If the vortex is a sensory phenomenon with similar properties regardless of where it appears, something analogous can perhaps be said about the wave. I am thinking of the painting January in which dark water appears to be crashing down over the viewer. Clara often rubs away the traces from her tools, but here the brush strokes remain in the form of dirty green and red parts scratched into the paint. She must have used a hard brush (or its tip) in order to achieve the roaring impression of something towering at the top of the canvas and falling down the middle.

To me, the painting is about being overpowered, pulled down, and drawn in by a strong force, about the experience of drowning. Of course, there might be a subjective dimension to that interpretation. Nevertheless, is there not also a common sensibility to what a darkness or a wave actually feels like? I think anyone who sees the painting will understand what I mean. 


In 2019, Clara was the recipient of the Aguéli scholarship for a painterly and spiritual endeavour akin to the Swedish painter, anarchist, and mystic Ivan Aguéli (1869–1917). The choice felt logical, not necessarily because she has very much in common with Aguéli’s political and philosophical views, but because both artists seem driven by a similar longing for freedom beyond the narrow confines of modern society. Perhaps one can speak of a kind of critique – in the guise of an internal determination to be absolutely true to painting, to one’s own experience, rather than to the linguistic concepts used to describe and categorize it (as abstract or figurative, for instance) – of civilization.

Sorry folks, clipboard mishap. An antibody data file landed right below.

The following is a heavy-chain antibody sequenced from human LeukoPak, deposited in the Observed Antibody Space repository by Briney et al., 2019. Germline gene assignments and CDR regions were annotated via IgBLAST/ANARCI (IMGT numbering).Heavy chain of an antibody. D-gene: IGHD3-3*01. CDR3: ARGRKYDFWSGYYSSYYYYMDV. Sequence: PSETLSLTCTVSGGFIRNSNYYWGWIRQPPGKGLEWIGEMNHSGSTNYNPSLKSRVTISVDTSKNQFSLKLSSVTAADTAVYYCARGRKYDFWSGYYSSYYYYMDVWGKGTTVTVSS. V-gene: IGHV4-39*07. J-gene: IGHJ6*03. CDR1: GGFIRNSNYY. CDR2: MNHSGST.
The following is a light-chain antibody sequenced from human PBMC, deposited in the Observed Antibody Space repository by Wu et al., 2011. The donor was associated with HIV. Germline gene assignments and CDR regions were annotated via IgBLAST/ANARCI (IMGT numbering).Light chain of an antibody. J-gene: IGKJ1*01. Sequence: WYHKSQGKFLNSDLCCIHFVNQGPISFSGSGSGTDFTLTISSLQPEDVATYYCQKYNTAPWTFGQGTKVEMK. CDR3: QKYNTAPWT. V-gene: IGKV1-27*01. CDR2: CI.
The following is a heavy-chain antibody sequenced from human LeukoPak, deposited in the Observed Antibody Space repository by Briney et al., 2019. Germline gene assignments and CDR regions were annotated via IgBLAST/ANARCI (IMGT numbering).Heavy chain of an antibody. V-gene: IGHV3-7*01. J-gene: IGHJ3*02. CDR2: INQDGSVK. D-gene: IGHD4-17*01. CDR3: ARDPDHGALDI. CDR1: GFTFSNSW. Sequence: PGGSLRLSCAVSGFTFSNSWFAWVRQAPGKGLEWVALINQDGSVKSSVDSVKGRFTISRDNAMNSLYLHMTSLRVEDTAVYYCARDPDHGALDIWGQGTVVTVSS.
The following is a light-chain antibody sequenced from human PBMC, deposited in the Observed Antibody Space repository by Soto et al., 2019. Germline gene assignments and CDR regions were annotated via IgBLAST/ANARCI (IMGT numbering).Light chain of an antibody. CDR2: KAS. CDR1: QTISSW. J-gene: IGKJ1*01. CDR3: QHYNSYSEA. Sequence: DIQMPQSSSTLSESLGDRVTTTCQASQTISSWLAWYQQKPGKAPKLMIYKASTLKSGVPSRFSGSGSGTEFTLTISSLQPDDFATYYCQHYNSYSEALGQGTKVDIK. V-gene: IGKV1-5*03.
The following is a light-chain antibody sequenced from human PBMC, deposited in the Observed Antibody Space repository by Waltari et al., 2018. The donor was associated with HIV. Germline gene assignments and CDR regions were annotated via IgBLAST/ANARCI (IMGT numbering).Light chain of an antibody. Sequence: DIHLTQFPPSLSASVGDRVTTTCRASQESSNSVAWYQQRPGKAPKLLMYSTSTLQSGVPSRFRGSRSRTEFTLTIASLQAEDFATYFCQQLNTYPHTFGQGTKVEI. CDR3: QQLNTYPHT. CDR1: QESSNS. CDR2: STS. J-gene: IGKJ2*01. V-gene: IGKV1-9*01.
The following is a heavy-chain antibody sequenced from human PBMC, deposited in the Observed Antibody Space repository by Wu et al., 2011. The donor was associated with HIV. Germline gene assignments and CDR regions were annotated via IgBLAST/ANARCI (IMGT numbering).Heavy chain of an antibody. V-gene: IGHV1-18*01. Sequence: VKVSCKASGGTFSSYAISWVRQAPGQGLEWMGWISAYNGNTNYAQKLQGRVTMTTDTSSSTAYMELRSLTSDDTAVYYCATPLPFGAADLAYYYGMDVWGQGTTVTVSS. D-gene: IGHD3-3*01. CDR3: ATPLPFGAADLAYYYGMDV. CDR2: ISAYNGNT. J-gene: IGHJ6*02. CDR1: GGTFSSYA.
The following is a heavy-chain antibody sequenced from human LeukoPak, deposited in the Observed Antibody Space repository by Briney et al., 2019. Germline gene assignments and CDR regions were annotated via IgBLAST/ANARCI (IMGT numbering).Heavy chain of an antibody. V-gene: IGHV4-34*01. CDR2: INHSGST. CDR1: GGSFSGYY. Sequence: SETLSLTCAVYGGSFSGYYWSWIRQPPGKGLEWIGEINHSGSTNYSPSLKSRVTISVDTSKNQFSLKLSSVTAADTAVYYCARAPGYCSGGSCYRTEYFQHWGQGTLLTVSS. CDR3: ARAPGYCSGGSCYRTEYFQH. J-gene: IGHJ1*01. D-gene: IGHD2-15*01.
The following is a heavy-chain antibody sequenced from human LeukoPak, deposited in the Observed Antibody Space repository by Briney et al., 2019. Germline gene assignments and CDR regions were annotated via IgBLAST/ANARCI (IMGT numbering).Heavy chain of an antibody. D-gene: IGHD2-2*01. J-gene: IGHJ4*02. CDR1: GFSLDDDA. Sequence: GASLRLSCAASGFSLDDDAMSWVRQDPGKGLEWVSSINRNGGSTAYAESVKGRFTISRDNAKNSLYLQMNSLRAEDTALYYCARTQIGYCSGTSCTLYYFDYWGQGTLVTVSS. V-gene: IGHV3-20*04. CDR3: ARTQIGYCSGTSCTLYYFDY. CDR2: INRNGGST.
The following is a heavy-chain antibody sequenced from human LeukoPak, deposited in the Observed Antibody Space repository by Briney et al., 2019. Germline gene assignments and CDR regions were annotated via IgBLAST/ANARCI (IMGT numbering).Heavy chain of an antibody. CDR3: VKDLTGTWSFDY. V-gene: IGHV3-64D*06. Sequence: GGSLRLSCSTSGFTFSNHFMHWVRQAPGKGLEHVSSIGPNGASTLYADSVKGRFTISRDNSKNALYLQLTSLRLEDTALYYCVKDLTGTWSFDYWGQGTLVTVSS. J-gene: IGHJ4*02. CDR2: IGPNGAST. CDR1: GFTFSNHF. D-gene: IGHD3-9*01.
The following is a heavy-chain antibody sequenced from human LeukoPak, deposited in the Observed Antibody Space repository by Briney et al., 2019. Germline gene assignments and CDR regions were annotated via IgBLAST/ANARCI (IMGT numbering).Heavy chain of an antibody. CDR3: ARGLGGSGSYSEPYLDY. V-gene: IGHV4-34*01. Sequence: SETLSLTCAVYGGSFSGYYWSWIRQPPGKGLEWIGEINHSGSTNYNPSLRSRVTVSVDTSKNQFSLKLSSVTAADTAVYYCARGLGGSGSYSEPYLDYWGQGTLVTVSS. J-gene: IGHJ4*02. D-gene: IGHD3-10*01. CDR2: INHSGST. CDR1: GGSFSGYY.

There is little indication, however, that Clara shares a fascination with the esoteric or supernatural that has become so common today. Rather, what I see in her work is a sensory and material approach to painting, one which does not rely on any external principles or claims of truth, but only on the volatility of its own immanent process of knowledge. 

Clara has even said that it’s painting that teaches her how she wants to live her life. This recalls Swedish philosopher Martin Hägglund’s idea of a “secular faith” based on the recognition of the inevitable ephemerality of existence. In his book This Life (2019), Hägglund expounds on how true spiritual freedom must be based on a concern for the sensory diversity and fragility of “this life,” not on some otherworldly or timeless principle. The point here is that life’s evanescence is also the temporal dimension of painting simply because what is depicted is always a memory of something that has happened, which the painting preserves. To truly recognize this would mean to approach painting tentatively and gently, with a strong focus on its immanent process. Like Clara.